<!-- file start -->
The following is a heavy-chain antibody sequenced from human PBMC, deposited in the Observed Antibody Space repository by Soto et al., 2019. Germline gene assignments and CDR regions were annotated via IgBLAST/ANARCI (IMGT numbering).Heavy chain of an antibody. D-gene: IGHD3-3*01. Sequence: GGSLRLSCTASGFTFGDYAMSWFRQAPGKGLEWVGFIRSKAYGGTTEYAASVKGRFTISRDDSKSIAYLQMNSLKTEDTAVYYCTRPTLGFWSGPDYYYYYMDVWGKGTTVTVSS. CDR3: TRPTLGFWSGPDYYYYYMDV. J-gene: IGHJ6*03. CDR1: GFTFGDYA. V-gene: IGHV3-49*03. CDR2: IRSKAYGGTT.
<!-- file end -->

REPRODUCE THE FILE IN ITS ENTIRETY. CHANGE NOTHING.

The following is a heavy-chain antibody sequenced from human PBMC, deposited in the Observed Antibody Space repository by Soto et al., 2019. Germline gene assignments and CDR regions were annotated via IgBLAST/ANARCI (IMGT numbering).Heavy chain of an antibody. D-gene: IGHD3-3*01. Sequence: GGSLRLSCTASGFTFGDYAMSWFRQAPGKGLEWVGFIRSKAYGGTTEYAASVKGRFTISRDDSKSIAYLQMNSLKTEDTAVYYCTRPTLGFWSGPDYYYYYMDVWGKGTTVTVSS. CDR3: TRPTLGFWSGPDYYYYYMDV. J-gene: IGHJ6*03. CDR1: GFTFGDYA. V-gene: IGHV3-49*03. CDR2: IRSKAYGGTT.